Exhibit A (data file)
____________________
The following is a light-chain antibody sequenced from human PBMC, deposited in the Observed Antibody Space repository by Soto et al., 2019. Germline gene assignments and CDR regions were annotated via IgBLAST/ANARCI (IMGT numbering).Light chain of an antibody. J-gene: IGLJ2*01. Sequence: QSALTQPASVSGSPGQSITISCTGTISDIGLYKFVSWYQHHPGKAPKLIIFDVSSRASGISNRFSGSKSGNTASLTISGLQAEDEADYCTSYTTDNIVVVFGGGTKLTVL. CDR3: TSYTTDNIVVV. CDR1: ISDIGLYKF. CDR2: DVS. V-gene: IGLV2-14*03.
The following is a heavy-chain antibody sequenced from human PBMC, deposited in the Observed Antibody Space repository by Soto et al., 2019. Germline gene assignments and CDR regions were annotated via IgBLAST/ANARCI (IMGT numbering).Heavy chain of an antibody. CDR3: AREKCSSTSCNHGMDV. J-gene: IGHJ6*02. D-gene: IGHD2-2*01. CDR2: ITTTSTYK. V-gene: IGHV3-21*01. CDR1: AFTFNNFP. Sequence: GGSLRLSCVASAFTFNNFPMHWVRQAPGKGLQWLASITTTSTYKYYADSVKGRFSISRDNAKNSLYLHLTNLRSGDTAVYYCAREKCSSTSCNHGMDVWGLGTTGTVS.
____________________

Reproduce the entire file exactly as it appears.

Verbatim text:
The following is a light-chain antibody sequenced from human PBMC, deposited in the Observed Antibody Space repository by Soto et al., 2019. Germline gene assignments and CDR regions were annotated via IgBLAST/ANARCI (IMGT numbering).Light chain of an antibody. J-gene: IGLJ2*01. Sequence: QSALTQPASVSGSPGQSITISCTGTISDIGLYKFVSWYQHHPGKAPKLIIFDVSSRASGISNRFSGSKSGNTASLTISGLQAEDEADYCTSYTTDNIVVVFGGGTKLTVL. CDR3: TSYTTDNIVVV. CDR1: ISDIGLYKF. CDR2: DVS. V-gene: IGLV2-14*03.
The following is a heavy-chain antibody sequenced from human PBMC, deposited in the Observed Antibody Space repository by Soto et al., 2019. Germline gene assignments and CDR regions were annotated via IgBLAST/ANARCI (IMGT numbering).Heavy chain of an antibody. CDR3: AREKCSSTSCNHGMDV. J-gene: IGHJ6*02. D-gene: IGHD2-2*01. CDR2: ITTTSTYK. V-gene: IGHV3-21*01. CDR1: AFTFNNFP. Sequence: GGSLRLSCVASAFTFNNFPMHWVRQAPGKGLQWLASITTTSTYKYYADSVKGRFSISRDNAKNSLYLHLTNLRSGDTAVYYCAREKCSSTSCNHGMDVWGLGTTGTVS.